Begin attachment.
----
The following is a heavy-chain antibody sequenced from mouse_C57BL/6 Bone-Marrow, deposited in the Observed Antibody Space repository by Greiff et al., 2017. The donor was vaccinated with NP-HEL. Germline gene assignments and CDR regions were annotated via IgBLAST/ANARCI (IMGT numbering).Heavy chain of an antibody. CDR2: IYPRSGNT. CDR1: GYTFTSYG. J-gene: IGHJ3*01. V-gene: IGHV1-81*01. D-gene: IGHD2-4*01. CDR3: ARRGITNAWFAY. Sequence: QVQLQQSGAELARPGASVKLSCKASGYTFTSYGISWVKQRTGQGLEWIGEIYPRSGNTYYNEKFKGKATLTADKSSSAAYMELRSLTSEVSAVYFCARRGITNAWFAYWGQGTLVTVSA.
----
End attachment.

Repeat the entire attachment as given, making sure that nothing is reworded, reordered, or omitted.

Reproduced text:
The following is a heavy-chain antibody sequenced from mouse_C57BL/6 Bone-Marrow, deposited in the Observed Antibody Space repository by Greiff et al., 2017. The donor was vaccinated with NP-HEL. Germline gene assignments and CDR regions were annotated via IgBLAST/ANARCI (IMGT numbering).Heavy chain of an antibody. CDR2: IYPRSGNT. CDR1: GYTFTSYG. J-gene: IGHJ3*01. V-gene: IGHV1-81*01. D-gene: IGHD2-4*01. CDR3: ARRGITNAWFAY. Sequence: QVQLQQSGAELARPGASVKLSCKASGYTFTSYGISWVKQRTGQGLEWIGEIYPRSGNTYYNEKFKGKATLTADKSSSAAYMELRSLTSEVSAVYFCARRGITNAWFAYWGQGTLVTVSA.